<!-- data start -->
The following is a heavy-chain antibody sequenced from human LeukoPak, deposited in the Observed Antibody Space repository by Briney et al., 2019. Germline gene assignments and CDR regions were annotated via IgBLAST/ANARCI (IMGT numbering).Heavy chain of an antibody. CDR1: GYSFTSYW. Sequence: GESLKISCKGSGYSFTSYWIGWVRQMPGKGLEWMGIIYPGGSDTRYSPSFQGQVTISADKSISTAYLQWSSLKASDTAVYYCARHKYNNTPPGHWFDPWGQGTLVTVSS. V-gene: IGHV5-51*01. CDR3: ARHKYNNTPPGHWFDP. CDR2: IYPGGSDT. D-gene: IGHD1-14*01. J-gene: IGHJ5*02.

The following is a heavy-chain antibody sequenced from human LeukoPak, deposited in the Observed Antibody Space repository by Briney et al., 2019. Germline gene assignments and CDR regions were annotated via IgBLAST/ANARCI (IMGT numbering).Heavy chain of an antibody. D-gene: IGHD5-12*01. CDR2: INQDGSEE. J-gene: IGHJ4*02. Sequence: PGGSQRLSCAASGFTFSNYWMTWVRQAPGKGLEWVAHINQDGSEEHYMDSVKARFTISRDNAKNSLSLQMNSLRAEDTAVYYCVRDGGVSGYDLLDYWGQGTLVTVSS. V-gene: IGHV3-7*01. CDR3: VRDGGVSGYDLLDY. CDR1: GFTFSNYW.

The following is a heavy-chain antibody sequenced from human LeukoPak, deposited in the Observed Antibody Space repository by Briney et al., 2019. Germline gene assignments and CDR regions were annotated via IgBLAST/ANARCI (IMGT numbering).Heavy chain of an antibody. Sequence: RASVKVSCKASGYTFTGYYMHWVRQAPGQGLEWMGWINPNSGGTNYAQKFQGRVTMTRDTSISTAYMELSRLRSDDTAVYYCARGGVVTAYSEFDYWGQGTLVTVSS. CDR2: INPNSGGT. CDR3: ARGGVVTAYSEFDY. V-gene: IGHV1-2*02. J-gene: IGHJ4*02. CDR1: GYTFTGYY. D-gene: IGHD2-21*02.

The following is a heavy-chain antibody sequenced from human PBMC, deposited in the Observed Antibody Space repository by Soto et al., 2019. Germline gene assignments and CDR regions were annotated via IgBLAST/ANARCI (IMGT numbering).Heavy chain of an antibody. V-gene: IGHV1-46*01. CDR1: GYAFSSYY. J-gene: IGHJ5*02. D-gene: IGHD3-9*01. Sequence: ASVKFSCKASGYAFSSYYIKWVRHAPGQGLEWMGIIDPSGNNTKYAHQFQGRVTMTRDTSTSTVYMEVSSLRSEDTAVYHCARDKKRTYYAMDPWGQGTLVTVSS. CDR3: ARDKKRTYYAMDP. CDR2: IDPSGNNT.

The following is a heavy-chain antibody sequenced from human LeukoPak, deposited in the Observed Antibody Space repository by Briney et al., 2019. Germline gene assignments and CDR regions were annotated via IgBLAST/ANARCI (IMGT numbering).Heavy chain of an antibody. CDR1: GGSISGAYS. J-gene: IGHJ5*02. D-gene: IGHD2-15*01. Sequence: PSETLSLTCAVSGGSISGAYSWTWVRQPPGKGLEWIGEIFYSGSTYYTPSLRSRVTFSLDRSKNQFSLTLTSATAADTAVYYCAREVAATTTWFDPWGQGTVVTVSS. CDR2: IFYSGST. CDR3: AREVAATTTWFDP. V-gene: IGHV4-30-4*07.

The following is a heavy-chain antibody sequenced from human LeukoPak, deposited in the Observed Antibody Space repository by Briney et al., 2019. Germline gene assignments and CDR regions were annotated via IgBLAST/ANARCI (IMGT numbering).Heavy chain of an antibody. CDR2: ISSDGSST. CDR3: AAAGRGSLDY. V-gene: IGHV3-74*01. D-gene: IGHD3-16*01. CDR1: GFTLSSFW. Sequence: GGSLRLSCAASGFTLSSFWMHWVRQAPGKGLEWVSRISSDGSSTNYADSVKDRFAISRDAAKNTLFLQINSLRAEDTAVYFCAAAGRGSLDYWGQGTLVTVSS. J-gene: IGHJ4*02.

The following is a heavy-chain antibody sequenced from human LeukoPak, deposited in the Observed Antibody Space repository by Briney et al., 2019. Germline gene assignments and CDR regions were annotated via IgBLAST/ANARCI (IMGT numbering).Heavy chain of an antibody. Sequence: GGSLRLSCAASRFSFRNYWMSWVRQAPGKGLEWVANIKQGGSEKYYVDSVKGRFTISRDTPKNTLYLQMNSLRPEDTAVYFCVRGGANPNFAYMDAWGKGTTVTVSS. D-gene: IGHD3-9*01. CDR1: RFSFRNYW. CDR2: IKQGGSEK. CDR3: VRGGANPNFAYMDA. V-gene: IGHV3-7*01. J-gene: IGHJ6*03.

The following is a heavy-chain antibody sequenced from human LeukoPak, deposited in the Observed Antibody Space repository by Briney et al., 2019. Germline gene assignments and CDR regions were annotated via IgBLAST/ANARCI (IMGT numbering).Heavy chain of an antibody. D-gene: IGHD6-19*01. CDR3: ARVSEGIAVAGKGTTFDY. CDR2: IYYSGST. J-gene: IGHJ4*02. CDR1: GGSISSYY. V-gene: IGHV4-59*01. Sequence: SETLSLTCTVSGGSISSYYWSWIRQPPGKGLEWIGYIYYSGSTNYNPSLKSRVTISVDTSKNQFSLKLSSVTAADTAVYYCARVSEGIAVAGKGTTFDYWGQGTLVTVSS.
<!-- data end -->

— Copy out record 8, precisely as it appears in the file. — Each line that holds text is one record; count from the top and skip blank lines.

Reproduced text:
The following is a heavy-chain antibody sequenced from human LeukoPak, deposited in the Observed Antibody Space repository by Briney et al., 2019. Germline gene assignments and CDR regions were annotated via IgBLAST/ANARCI (IMGT numbering).Heavy chain of an antibody. D-gene: IGHD6-19*01. CDR3: ARVSEGIAVAGKGTTFDY. CDR2: IYYSGST. J-gene: IGHJ4*02. CDR1: GGSISSYY. V-gene: IGHV4-59*01. Sequence: SETLSLTCTVSGGSISSYYWSWIRQPPGKGLEWIGYIYYSGSTNYNPSLKSRVTISVDTSKNQFSLKLSSVTAADTAVYYCARVSEGIAVAGKGTTFDYWGQGTLVTVSS.